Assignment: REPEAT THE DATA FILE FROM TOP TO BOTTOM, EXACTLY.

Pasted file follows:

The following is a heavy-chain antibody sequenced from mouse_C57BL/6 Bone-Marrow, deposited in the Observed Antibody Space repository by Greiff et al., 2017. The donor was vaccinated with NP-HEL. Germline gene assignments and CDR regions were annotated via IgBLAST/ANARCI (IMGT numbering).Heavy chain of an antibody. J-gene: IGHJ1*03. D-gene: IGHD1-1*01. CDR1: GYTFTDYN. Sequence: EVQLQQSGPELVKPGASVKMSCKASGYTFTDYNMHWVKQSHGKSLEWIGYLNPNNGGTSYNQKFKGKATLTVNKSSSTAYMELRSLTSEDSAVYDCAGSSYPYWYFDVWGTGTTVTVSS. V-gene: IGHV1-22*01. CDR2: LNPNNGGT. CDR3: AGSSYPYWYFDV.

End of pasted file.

The following is a heavy-chain antibody sequenced from mouse_C57BL/6 Bone-Marrow, deposited in the Observed Antibody Space repository by Greiff et al., 2017. The donor was vaccinated with NP-HEL. Germline gene assignments and CDR regions were annotated via IgBLAST/ANARCI (IMGT numbering).Heavy chain of an antibody. J-gene: IGHJ1*03. D-gene: IGHD1-1*01. CDR1: GYTFTDYN. Sequence: EVQLQQSGPELVKPGASVKMSCKASGYTFTDYNMHWVKQSHGKSLEWIGYLNPNNGGTSYNQKFKGKATLTVNKSSSTAYMELRSLTSEDSAVYDCAGSSYPYWYFDVWGTGTTVTVSS. V-gene: IGHV1-22*01. CDR2: LNPNNGGT. CDR3: AGSSYPYWYFDV.